Dear Yertle and Bowser
As I fed and cleaned out Yertle and Bowser’s tank today, I thought about how large they have become since the end of August. I wondered how the Summer 2010 hatchlings, who were not head-started, are doing in the wild.
So, I did a little research on-line about what happens with the turtles in the winter. Here’s the information:
The Blanding’s Turtle
While most animals who hibernate choose to do so in deep caves and underground burrows, there is a native species the prefers the bottoms of lakes, marshes and wetlands.
The Blanding’s turtle hibernates completely underwater from late October or early November until the early spring. The cold-blooded reptile only needs to burrow itself in cold, muddy bottoms to stay warm. Its metabolism also slows so little oxygen in needed and it doesn’t have to search for food. Unlike most turtles, the Blanding’s is quite happy in the cold water; on occasion it is seen slowly swimming underneath the ice in areas where they winter – like the Great Lakes.
Many Blanding’s Turtles are still active in the early winter. As winter progresses and temperatures drop they do hibernate to avoid freezing. It has been reported that Hibernation usually occurs underwater in the mud or near the entrance to a muskrat’s hovel.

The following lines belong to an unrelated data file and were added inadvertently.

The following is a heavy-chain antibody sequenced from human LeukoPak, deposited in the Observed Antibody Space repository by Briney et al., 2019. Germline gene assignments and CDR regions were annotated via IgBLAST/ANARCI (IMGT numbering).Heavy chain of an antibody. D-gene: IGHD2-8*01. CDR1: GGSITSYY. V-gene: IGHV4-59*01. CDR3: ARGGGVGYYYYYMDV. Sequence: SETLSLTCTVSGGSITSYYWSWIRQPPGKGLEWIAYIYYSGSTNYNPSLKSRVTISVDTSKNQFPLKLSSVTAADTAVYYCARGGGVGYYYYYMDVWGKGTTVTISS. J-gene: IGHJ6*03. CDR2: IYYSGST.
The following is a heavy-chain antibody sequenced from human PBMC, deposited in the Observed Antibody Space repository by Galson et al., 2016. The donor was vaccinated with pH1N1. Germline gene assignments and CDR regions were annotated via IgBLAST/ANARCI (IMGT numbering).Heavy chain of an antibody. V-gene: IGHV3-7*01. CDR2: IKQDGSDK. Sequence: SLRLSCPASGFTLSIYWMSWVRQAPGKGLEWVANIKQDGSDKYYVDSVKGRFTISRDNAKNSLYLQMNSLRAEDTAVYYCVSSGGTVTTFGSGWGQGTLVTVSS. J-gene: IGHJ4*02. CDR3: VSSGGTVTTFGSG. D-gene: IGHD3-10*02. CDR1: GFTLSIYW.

Even during winter dormancy, turtles occasionally change position, and some, like the painted and Blanding’s turtles, can be seen moving slowly about under the ice.
During the winter, they hibernate by burrowing in silt on the bottom of a pond, bay, river, or other body of water to stay warm. Because they are cold-blooded they can keep body heat this way, and they don’t have to stay awake all winter looking for food.
I went down to Great Meadows on Sunday and remembered when we were there this fall and how Dr. Windmiller had the two Blanding’s turtles that live there at Great Meadows. I wondered about how Nacho and the 50 year old turtle were doing, along with the hatchlings that were released.
So, your assignment is to write a letter to Yertle and Bowser from one of the hatchlings who was not head-started. In your letter, you should include the following information:
1. specific information about the weather. You should mention temperature, wind speed, any precipitation, and what the barometric pressure is like. Use good descriptive words when describing the conditions on Sunday.
2. information about what the weight and length of the hatchling that is writing the letter.
3. Information about what the hatchling is doing at Great Meadows and what they might be eating.
4. Feelings: how does the hatchling feel being outside when Yertle and Bowser are living the life of luxury?
5. Looking forward to: What is the hatchling looking forward to showing Yertle and Bowser when they are released in the late spring
Your letter is due on WEDNESDAY and should be at least TWO paragraphs in length. Be creative and have fun with this assignment.
Make sure you do it on a word processing program first, and edit it very carefully. Also, make sure you use your NEW Erickson class number!